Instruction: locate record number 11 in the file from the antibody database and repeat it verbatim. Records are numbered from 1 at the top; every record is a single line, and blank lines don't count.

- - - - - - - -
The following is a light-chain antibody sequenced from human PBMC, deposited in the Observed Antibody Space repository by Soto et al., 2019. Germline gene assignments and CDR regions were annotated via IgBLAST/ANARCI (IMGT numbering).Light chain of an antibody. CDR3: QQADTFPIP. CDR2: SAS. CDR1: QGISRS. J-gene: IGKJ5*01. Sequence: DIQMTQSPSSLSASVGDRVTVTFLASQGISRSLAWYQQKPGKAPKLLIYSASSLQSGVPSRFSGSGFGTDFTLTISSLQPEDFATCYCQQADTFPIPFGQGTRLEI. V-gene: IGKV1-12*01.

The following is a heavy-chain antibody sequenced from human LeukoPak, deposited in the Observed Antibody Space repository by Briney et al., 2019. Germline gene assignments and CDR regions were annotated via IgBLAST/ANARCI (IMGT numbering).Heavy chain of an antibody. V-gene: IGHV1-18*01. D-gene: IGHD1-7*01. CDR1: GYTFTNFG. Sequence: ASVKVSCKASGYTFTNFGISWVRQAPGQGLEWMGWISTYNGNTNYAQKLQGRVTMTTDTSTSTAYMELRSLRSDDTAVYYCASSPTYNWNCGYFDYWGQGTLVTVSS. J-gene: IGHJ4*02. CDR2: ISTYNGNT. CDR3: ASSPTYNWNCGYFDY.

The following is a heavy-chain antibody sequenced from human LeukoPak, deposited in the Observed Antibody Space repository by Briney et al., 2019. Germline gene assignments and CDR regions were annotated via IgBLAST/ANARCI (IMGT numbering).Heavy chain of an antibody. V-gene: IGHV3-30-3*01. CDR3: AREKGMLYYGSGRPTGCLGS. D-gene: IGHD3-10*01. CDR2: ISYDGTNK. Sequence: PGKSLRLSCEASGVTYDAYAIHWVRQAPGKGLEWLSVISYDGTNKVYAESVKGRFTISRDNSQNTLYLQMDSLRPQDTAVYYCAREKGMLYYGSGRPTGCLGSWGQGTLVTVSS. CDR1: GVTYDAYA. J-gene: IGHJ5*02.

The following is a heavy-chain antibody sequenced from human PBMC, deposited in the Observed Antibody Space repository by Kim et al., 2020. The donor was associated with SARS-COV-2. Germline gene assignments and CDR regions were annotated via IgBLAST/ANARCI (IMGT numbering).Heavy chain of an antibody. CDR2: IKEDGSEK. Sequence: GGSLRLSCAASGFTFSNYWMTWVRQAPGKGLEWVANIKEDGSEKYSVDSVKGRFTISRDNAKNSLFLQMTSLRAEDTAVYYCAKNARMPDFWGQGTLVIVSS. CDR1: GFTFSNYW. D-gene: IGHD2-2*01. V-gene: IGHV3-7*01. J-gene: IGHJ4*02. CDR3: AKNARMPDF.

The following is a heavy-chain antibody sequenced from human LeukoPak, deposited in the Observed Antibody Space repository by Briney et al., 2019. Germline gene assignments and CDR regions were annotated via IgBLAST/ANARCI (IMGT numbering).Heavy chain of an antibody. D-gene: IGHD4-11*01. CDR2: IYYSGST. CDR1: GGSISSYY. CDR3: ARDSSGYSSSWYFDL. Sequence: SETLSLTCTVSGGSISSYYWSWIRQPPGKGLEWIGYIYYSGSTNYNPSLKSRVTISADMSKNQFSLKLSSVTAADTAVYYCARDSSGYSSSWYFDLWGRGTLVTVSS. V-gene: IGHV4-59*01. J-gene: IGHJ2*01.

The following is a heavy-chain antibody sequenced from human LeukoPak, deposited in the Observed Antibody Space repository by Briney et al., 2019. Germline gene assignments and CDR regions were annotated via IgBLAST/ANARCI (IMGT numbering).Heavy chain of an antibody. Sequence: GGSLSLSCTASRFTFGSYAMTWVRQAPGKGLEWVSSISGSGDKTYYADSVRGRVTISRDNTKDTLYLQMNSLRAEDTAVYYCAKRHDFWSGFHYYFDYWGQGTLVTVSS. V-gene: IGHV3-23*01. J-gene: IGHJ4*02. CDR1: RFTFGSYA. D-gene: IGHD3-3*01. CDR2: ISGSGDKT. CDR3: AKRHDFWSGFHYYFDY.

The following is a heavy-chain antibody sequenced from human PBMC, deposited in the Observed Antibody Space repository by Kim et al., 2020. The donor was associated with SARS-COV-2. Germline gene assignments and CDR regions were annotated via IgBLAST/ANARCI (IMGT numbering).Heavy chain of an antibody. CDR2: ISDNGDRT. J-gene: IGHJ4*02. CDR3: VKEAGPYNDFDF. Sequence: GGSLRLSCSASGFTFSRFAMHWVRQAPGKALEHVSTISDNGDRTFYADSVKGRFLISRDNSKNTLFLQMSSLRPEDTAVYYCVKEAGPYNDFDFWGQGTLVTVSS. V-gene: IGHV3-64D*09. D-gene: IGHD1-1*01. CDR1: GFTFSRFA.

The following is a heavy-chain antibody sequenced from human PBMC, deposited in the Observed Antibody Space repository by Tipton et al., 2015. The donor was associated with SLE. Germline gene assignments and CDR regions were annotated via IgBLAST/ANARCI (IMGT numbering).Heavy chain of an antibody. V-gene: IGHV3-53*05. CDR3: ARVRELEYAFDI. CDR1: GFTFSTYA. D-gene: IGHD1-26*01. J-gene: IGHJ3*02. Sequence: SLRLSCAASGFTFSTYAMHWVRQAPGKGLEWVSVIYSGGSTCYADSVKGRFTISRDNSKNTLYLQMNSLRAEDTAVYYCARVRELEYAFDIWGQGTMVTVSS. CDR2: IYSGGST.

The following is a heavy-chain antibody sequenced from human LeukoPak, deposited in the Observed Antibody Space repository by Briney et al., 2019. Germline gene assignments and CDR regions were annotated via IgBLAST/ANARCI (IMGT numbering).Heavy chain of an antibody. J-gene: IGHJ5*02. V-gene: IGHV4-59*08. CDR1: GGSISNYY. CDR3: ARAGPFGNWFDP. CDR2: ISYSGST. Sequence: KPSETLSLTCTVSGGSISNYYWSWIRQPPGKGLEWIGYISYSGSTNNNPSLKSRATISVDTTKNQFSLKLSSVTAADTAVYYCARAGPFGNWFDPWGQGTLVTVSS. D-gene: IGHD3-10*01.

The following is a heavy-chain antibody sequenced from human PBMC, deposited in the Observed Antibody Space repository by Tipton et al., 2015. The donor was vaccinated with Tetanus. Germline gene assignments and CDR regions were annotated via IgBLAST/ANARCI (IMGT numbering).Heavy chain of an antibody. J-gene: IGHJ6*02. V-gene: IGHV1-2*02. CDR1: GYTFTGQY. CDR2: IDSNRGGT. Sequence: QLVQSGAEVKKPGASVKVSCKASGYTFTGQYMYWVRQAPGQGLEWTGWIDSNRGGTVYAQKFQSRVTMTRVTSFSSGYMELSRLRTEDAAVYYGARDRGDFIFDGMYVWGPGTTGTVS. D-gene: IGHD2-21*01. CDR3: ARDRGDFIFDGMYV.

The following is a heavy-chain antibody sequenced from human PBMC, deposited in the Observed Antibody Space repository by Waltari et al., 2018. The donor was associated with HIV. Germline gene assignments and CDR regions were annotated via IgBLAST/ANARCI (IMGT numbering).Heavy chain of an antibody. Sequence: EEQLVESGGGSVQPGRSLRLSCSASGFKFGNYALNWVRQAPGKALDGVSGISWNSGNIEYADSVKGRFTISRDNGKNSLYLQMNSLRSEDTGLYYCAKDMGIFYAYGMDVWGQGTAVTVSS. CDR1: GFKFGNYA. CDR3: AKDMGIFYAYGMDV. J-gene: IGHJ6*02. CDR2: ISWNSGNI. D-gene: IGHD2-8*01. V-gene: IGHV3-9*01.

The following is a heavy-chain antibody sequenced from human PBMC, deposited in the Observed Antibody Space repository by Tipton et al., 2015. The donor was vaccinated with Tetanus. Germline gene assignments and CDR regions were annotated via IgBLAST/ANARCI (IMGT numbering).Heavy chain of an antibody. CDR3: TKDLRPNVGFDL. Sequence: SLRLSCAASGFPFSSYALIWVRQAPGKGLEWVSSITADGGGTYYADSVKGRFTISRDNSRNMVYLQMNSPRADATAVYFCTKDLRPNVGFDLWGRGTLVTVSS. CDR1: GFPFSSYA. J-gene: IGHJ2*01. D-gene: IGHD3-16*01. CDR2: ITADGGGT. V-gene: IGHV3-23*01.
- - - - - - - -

The following is a heavy-chain antibody sequenced from human PBMC, deposited in the Observed Antibody Space repository by Waltari et al., 2018. The donor was associated with HIV. Germline gene assignments and CDR regions were annotated via IgBLAST/ANARCI (IMGT numbering).Heavy chain of an antibody. Sequence: EEQLVESGGGSVQPGRSLRLSCSASGFKFGNYALNWVRQAPGKALDGVSGISWNSGNIEYADSVKGRFTISRDNGKNSLYLQMNSLRSEDTGLYYCAKDMGIFYAYGMDVWGQGTAVTVSS. CDR1: GFKFGNYA. CDR3: AKDMGIFYAYGMDV. J-gene: IGHJ6*02. CDR2: ISWNSGNI. D-gene: IGHD2-8*01. V-gene: IGHV3-9*01.